Long-term care facilities (LTCF) may allow outdoor visitation for residents under certain conditions. Visits must be limited to two visitors at a time per resident. The maximum number of residents and visitors permitted in the outdoor space at one time is predicated on the size of the outdoor space. The LTCF must ensure  a minimum distancing of 6 feet is achievable in the outdoor space when determining the maximum number of residents and visitors who can simultaneously occupy the outdoor space. The LTCF must clearly communicate and enforce social distancing of 6 feet between the resident and visitors. The facility must establish the maximum number of visitors allowed in a single day.

Long -Term Care COVID-19 Testing Requirements

This interim guidance provides updated guidelines and criteria for COVID-19 testing in licensed long-term care (LTC) facilities, as defined by the Nursing Home Care Act, 210 ILCS 45, primarily focusing on skilled nursing and intermediate care facilities.

Given their congregate setting and resident populations served (e.g., older adults often with underlying chronic medical conditions), nursing home populations are at the highest risk of being affected by COVID-19. If infected with SARS-CoV-2, the virus that causes COVID-19, residents are at increased risk of serious illness. The Illinois Department of Public Health (IDPH) is committed to working proactively with LTC facilities to prevent illnesses.

Restoring Illinois – Protecting Our Communities FAQs

On May 5, Gov. JB Pritzker released Restore Illinois, a five-phased plan to reopen our state, guided by health metrics and with distinct business, education, and recreation activities characterizing each phase. Beginning Friday, June 26, each region in the state entered Phase 4 of the plan. For more information about Restore Illinois and Phase 4, see below.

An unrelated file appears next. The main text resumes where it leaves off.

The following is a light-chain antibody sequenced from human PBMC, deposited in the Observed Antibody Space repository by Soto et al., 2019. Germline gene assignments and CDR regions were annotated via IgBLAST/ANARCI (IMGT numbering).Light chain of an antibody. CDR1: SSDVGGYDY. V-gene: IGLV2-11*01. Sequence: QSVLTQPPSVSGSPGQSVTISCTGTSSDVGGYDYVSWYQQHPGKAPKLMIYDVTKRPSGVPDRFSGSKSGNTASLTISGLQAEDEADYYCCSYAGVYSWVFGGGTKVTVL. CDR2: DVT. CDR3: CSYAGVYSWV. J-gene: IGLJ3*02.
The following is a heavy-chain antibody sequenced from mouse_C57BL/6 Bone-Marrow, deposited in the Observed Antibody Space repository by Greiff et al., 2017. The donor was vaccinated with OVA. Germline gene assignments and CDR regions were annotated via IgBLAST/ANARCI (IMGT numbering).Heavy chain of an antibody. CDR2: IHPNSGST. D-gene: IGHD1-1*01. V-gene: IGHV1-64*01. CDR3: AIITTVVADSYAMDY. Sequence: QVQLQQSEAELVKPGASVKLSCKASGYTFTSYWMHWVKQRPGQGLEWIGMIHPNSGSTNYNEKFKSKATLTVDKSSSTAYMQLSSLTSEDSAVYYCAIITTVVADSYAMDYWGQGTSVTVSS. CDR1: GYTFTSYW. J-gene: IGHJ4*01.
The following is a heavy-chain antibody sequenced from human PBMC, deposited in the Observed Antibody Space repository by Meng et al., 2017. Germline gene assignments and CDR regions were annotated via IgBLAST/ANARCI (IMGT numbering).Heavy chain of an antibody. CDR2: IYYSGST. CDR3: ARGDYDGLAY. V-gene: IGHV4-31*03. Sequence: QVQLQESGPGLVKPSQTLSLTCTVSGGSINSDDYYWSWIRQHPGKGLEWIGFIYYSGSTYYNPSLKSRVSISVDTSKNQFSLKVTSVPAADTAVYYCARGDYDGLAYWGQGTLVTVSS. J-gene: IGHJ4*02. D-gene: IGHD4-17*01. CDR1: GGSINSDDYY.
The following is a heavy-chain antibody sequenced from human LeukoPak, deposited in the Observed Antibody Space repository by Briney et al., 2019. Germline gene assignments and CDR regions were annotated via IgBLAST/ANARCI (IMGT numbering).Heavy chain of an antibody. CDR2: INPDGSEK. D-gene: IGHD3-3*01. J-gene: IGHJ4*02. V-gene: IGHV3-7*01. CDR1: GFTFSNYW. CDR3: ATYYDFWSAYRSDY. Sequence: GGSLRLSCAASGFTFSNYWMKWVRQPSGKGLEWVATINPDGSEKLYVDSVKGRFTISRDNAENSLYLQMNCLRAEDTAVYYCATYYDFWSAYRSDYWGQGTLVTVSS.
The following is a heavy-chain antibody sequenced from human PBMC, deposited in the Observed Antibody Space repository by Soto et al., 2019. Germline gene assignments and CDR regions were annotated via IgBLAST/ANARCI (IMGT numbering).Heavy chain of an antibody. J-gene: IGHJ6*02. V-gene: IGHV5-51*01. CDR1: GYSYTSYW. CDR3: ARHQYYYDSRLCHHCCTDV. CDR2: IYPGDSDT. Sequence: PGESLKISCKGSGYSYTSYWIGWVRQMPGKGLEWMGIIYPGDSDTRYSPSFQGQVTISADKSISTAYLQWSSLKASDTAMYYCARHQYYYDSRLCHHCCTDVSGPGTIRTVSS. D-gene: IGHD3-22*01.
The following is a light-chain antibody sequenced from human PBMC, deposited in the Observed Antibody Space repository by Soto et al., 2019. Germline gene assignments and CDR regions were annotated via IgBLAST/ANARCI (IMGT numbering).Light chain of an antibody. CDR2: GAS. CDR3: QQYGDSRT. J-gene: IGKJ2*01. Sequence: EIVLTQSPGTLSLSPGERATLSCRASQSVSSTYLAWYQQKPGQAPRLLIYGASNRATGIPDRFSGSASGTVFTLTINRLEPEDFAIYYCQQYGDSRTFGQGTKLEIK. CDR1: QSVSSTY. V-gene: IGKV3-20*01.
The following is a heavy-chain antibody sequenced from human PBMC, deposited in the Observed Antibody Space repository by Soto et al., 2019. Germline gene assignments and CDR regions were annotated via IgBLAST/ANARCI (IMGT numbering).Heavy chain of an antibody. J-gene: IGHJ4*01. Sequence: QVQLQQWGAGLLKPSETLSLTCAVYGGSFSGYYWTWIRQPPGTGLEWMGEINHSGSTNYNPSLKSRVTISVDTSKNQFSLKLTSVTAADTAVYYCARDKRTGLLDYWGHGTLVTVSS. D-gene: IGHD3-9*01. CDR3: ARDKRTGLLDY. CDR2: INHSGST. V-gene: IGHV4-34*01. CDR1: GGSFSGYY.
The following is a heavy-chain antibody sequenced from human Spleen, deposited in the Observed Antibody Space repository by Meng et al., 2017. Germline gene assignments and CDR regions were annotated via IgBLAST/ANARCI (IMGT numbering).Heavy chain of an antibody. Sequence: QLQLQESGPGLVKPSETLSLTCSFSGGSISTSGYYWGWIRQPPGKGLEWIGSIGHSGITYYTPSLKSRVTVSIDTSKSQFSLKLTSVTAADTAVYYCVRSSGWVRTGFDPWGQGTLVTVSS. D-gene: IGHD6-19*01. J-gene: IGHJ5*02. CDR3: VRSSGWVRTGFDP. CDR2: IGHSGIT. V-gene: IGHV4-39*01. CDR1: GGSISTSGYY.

About the Plan

Who put the plan together?

Governor Pritzker worked closely with medical and public health experts at the Illinois Department of Public Health (IDPH) and received feedback from public health and hospital partners as well as local elected officials, mayors, and businesses who have been in regular communication with the administration.

Workplace Health and Safety Guidance for Employees and Staff of Businesses

Practice Social Distancing

Pursuant to Executive Order, your employer must comply to the greatest extent feasible with social distancing requirements. This means that your employer should:

Long Term Care Facility Resident Monitoring Protocol

Long-Term Care Facility Residents/Patients

All Patients

Obtain vitals (temperature, heart rate, respirations) AND pulse oximetry every eight hours (Q8 hours). Blood pressure can be taken once a day.

Symptom screening to be performed every shift (Q8H) and should include questions about and/or observations of the following:

  • Fever 
  • Shortness of breath (SOB) 
  • Cough 
  • Sore throat
  • Chills or shaking w/chills
  • Muscle pains
  • Headache
  • New loss of taste or smell

Contact the clinical supervisor for any of the following: new-onset fever, SOB, cough, sore throat, or for any decrease in pulse oximetry from resident baseline level or any pulse oximetry reading < 92%. If these symptoms are present, providers should strongly consider transfer to a higher level of care. Monitoring every four hours is appropriate for patients with evidence of clinical deterioration.